There are three key direct tax issues which charities need to consider:
- Charitable status
- Tax status of income / gains
- Tax compliance
HMRC must formally recognise the charity for UK tax purposes – this includes the requirement for the charity to be established for charitable purposes only (charities already registered with the Charity Commission for England and Wales will meet the charitable purposes condition automatically.)
Tax status of income / gains
Most of the income and gains received by charities are exempt from Income Tax and Corporation Tax provided that the money is then used for charitable purposes only.
In particular, there are exemptions for:
- Tax relief on donations received through the Gift Aid scheme
A charity can claim exemption from tax and claim basic rate tax back from HMRC on income received from individuals through Gift Aid donations.
It can also claim exemption from tax on donations received from companies, although they don’t have tax deducted from them so there is nothing to claim back from HMRC.
A charity can give donors modest ‘benefits’ in order to acknowledge a gift – but there are limits on their value.
For donations between £0 and £100, the maximum value of benefits is 25% of the donation. (For donations between £100 and £1,000 the limit is £25, and for donations > £1,000 the limit is 5% of the donation, up to a maximum of £2,500.)
- Tax relief on investment income
A charity is exempt from UK tax on most types of investment income (and can arrange to receive bank or building society interest gross).
- Tax relief on trading profits
Any profits that a charity makes from trading activities – selling goods and services to customers – may be taxable. However, there are some exemptions, depending on the nature of the trading activities – for example, where there is a ‘primary purpose’ trade such that the charity’s trading activities are part of its main charitable objective, and for trading activities mainly carried out by the charity’s beneficiaries.
A charity can conduct all or part of any of its taxable trading activities through a subsidiary trading company, then transfer some or all of the profits of that company back to the charity as a donation.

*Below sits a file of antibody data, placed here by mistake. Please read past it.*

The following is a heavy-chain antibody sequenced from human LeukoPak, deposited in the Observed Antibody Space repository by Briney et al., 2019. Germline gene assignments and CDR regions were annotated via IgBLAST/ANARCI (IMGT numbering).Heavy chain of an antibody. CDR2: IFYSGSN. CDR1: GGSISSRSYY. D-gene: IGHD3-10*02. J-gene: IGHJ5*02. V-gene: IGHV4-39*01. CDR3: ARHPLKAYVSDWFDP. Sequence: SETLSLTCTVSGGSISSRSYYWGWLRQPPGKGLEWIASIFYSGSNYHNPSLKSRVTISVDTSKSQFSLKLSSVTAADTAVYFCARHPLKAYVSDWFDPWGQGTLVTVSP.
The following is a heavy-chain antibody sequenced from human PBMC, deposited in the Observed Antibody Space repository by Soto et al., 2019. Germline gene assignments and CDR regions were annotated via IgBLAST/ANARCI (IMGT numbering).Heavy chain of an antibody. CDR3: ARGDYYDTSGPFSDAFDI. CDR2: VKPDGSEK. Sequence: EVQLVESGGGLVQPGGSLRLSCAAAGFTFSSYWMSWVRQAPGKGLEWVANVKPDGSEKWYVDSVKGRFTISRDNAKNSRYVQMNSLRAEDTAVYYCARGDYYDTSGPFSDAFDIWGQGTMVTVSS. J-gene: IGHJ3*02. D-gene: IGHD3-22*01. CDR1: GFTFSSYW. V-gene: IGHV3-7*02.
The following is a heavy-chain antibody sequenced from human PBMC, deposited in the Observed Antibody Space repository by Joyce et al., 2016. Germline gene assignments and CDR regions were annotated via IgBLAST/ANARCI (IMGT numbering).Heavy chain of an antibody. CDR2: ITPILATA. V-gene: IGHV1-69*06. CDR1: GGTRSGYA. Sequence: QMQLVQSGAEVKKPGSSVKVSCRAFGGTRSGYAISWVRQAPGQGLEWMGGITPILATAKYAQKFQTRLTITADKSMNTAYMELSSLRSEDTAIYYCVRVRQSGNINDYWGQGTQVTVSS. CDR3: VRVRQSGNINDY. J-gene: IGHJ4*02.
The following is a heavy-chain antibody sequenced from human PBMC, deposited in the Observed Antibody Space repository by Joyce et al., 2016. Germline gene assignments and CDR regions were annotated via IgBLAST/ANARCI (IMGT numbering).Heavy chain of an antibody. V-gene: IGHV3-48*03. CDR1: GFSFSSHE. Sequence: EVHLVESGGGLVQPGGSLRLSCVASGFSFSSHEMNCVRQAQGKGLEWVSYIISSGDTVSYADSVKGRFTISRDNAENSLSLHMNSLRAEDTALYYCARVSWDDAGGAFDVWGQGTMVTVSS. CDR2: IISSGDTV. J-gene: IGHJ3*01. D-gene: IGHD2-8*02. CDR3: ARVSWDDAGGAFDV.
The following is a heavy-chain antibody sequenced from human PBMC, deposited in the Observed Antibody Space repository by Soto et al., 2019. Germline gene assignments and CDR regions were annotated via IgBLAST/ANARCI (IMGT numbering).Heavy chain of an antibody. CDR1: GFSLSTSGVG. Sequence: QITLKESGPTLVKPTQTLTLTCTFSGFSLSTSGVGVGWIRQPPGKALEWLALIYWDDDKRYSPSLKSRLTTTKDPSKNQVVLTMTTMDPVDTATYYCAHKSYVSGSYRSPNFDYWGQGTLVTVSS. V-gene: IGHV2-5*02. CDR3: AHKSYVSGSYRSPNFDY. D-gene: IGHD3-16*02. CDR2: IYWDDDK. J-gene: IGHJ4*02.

- Tax relief on income from land and property
A charity is exempt from tax on income received from renting out land or property that it holds for charitable purposes (but there is no exemption from tax for any profits made from developing land or property).
- Capital Gains Tax relief for charities
A charity is exempt from tax on capital gains providing the proceeds of the disposal are used for charitable purposes only.
If a charity receives taxable (non-exempt) income or gains, it will need to complete a tax return – either Self Assessment or Company Tax Return depending on whether it is set up as a charitable trust or company/unincorporated association.
It will also need to complete a tax return when it uses income for any non-charitable purposes – known as non-charitable expenditure. This is widely defined – not just expenditure outside the charitable objects but also loans and investments which do not meet stringent criteria, or grants made overseas where the trustees have not done enough to confirm that the money has been spent charitably.
Most charities will be treated as companies (liable to pay Corporation Tax) for tax purposes (charities will only be treated as a trust if they were set up by a trust deed or a will.)
There are clearly a number of issues which charities need to consider, on an ongoing basis, to ensure that they pay no direct tax on their income and gains. In particular, not only must it have been established for charitable purposes, but the charity must continue to use the money it receives for charitable purposes only. It must also ensure that it can identify any potentially taxable trading activities and structure them so as not to taint its overall charitable status.
For more information on this, or any other questions you have on your charity, please contact Simon Brown or Anna Crawford from our charities team on 0191 285 0321.